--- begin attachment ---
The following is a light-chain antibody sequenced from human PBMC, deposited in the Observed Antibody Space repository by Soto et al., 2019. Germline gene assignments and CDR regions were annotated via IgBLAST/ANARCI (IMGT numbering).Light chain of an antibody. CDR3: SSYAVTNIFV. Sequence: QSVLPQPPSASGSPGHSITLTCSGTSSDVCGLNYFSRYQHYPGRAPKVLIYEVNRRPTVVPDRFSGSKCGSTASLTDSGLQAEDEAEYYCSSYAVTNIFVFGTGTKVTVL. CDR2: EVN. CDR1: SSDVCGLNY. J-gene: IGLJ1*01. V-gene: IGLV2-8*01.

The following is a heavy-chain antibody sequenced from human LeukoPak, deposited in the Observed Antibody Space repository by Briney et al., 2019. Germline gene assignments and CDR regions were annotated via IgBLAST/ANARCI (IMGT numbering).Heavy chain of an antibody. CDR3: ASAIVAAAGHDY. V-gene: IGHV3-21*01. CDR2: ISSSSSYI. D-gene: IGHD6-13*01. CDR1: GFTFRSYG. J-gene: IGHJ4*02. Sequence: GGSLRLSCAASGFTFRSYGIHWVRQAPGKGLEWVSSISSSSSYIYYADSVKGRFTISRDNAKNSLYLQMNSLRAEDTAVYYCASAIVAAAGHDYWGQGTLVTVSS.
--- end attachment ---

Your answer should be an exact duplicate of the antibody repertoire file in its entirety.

The following is a light-chain antibody sequenced from human PBMC, deposited in the Observed Antibody Space repository by Soto et al., 2019. Germline gene assignments and CDR regions were annotated via IgBLAST/ANARCI (IMGT numbering).Light chain of an antibody. CDR3: SSYAVTNIFV. Sequence: QSVLPQPPSASGSPGHSITLTCSGTSSDVCGLNYFSRYQHYPGRAPKVLIYEVNRRPTVVPDRFSGSKCGSTASLTDSGLQAEDEAEYYCSSYAVTNIFVFGTGTKVTVL. CDR2: EVN. CDR1: SSDVCGLNY. J-gene: IGLJ1*01. V-gene: IGLV2-8*01.

The following is a heavy-chain antibody sequenced from human LeukoPak, deposited in the Observed Antibody Space repository by Briney et al., 2019. Germline gene assignments and CDR regions were annotated via IgBLAST/ANARCI (IMGT numbering).Heavy chain of an antibody. CDR3: ASAIVAAAGHDY. V-gene: IGHV3-21*01. CDR2: ISSSSSYI. D-gene: IGHD6-13*01. CDR1: GFTFRSYG. J-gene: IGHJ4*02. Sequence: GGSLRLSCAASGFTFRSYGIHWVRQAPGKGLEWVSSISSSSSYIYYADSVKGRFTISRDNAKNSLYLQMNSLRAEDTAVYYCASAIVAAAGHDYWGQGTLVTVSS.